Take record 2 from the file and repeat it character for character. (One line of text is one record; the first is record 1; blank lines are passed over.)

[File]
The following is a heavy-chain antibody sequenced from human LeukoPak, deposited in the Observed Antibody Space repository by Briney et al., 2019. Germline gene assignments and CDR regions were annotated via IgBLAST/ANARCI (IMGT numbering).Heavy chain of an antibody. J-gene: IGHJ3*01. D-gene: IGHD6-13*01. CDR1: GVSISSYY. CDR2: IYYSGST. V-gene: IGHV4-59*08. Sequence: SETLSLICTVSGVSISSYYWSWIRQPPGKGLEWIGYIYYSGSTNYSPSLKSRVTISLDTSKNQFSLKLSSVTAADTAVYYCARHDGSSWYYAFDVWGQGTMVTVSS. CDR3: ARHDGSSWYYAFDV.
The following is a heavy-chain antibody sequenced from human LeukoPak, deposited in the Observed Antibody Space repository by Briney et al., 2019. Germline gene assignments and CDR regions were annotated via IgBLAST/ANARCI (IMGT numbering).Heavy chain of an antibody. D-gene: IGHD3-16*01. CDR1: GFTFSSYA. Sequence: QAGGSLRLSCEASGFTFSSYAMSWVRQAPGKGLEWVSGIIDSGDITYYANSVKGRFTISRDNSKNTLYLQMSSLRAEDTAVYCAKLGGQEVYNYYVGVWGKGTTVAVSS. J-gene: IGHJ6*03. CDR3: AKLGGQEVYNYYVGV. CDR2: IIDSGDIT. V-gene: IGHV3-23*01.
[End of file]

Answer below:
The following is a heavy-chain antibody sequenced from human LeukoPak, deposited in the Observed Antibody Space repository by Briney et al., 2019. Germline gene assignments and CDR regions were annotated via IgBLAST/ANARCI (IMGT numbering).Heavy chain of an antibody. D-gene: IGHD3-16*01. CDR1: GFTFSSYA. Sequence: QAGGSLRLSCEASGFTFSSYAMSWVRQAPGKGLEWVSGIIDSGDITYYANSVKGRFTISRDNSKNTLYLQMSSLRAEDTAVYCAKLGGQEVYNYYVGVWGKGTTVAVSS. J-gene: IGHJ6*03. CDR3: AKLGGQEVYNYYVGV. CDR2: IIDSGDIT. V-gene: IGHV3-23*01.